All cell lines used in this study were obtained from the American Type Culture Collection (ATCC) and were used for experiments within 15 passages of authentication. Cell propagation was in accordance with the ATCC guidelines. Cell media and components were supplied by the ATCC.
Antibodies for Western blot and Meso Scale Discovery (MSD) assay were as follows: primary antibodies were acquired from Cell Signaling Technology, Santa Cruz Biotechnology, Millipore, Abcam, and BD Transduction Laboratories (as listed in the Supplementary Information). The secondary anti-mouse and anti-rabbit antibodies, used for Western blotting conjugated with fluorescent probes, were obtained from LI-COR Technologies. Secondary antibodies used in MSD assays, conjugated to Sulfotag, were purchased from Meso Scale Discovery.
CC-90003 was internally synthesized. All other kinase inhibitors were purchased from Selleckchem and Chemietek and dissolved in dimethyl sulfoxide (DMSO) of 99.9% high-performance liquid chromatography grade (Sigma-Aldrich). The final dilution was performed in the treatment medium. For in vitro experiments, the cells were treated as specified in each figure.
Kinase selectivity profiling was carried out by ActiveX (full method in Supplementary Materials).
Mass spectrometry assays
Intact protein kinases were incubated for 1 hour in an excess of CC-90003 to protein at room temperature. After incubation, each sample was diluted with 10 μL of 0.2% TFA prior to desalting using micro C4 ZipTips and spotted directly onto the MALDI target plate using sinapic acid as the desorption matrix (10 mg/mL in 0.1% TFA:acetonitrile 50:50) for mass spectrometric analysis on an ABSciex 4800 MALDI TOF-TOF fitted with a CovalX HM2 detector. Either human transferrin or albumin was used as an internal standard. The centroid mass of the target protein in the control sample is compared with the centroid mass of the target protein incubated with compound. A shift in the centroid mass of the treated protein compared with the untreated protein is divided by the molecular weight of the compound. The HM2 detector of the MALDI was used with the following settings: HV1, 2.7 kV; HV2, 20 kV; 20 ns bin size; and the laser intensity set to a constant 6,000 units.
Assessment of cell proliferation
The cells were plated at a density of 3,000 cells/well in 90 μL of growth media on 96-well clear bottom black-well plates (Corning; Cat# 3904) and incubated overnight under standard cell culture growth conditions at 37°C with 5% CO2. The following day, one plate for each cell line was used for “Day 0” cell growth control readout, whereas others were treated with 9-point 3-fold dilutions of one compound or combination of compounds, and a DMSO control. Each concentration was tested in triplicate. Cell viability was measured 72 hours later according to CellTiter Glo (Promega) reagent according to the manufacturer's specifications. CellTiter Glo reagent signal was read on the spectramax L luminescence detector, and data were processed using Excel and Prism software.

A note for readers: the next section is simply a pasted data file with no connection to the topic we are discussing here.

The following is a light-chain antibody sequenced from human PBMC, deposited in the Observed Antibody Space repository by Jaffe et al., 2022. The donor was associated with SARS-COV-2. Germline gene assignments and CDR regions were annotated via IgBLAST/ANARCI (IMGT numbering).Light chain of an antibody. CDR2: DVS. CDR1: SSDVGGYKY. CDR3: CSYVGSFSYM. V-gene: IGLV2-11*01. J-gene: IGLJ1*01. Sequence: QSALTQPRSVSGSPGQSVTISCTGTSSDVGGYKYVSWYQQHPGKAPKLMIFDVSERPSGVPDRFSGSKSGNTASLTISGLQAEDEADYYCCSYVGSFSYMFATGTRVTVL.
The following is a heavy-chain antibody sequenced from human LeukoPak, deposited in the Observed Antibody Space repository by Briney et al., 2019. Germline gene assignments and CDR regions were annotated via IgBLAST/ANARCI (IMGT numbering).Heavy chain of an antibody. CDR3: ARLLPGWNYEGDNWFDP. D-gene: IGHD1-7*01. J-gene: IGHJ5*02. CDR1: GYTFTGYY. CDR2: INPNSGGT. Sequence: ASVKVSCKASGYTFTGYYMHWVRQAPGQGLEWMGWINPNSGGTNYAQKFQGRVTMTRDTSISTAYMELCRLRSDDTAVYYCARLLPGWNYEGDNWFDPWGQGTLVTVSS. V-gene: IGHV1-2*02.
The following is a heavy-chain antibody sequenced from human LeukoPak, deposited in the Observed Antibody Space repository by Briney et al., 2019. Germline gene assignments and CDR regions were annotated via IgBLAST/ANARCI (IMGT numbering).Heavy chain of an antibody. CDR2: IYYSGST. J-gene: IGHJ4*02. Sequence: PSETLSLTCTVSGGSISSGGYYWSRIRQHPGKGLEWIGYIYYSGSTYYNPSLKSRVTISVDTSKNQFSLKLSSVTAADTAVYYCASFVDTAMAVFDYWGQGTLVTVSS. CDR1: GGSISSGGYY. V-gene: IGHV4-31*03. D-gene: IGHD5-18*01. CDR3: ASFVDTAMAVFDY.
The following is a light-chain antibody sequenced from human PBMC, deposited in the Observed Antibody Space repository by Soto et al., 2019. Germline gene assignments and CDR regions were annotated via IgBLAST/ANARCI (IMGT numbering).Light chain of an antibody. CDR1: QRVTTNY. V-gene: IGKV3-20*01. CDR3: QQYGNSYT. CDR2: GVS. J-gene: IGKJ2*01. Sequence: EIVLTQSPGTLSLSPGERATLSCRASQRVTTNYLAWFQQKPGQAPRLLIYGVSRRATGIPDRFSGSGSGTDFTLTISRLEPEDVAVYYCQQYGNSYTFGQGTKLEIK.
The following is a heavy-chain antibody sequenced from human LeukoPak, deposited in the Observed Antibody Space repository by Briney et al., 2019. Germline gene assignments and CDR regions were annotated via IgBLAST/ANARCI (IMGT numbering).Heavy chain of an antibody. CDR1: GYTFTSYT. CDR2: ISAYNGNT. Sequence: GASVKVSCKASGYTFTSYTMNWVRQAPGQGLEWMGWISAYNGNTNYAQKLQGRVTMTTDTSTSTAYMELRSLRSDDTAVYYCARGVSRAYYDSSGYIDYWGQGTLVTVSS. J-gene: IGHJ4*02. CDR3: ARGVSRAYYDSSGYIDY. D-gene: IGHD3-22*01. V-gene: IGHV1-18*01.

PDX ex vivo culturing in soft agar (3D tumor clonogenic assays)
Dissociated patient-derived tumor cells were grown in multilayer soft-agar growth conditions (details in Supplementary Materials). Twenty-four hours after seeding, test compounds were added into the culture medium at 10 concentrations ranging between 10 and 0 μmol/L, as above, for the duration of the experiment. Every dish included six untreated control wells and drug-treated groups in duplicate at 10 concentrations. Sunitinib at a toxic concentration of 100 μmol/L was used as positive control for inhibition of colony formation. Cultures are incubated at 37°C and 7.5% CO2 in a humidified atmosphere for 8 to 13 days and monitored closely for colony growth using an inverted microscope. Within this period, ex vivo tumor growth leads to the formation of colonies with a diameter of >50 μm. At the time of maximum colony formation, the cells are stained with 2-(4-iodophenyl)-3-(4-nitrophenyl)-5-phenyltetrazolium chloride (1 mg/mL, 100 μL/well), and colony counts are performed with an automatic image analysis system. Sigmoidal concentration–response curves are fitted to the data points using 4-parameter nonlinear curve fit using Oncotest Warehouse Software.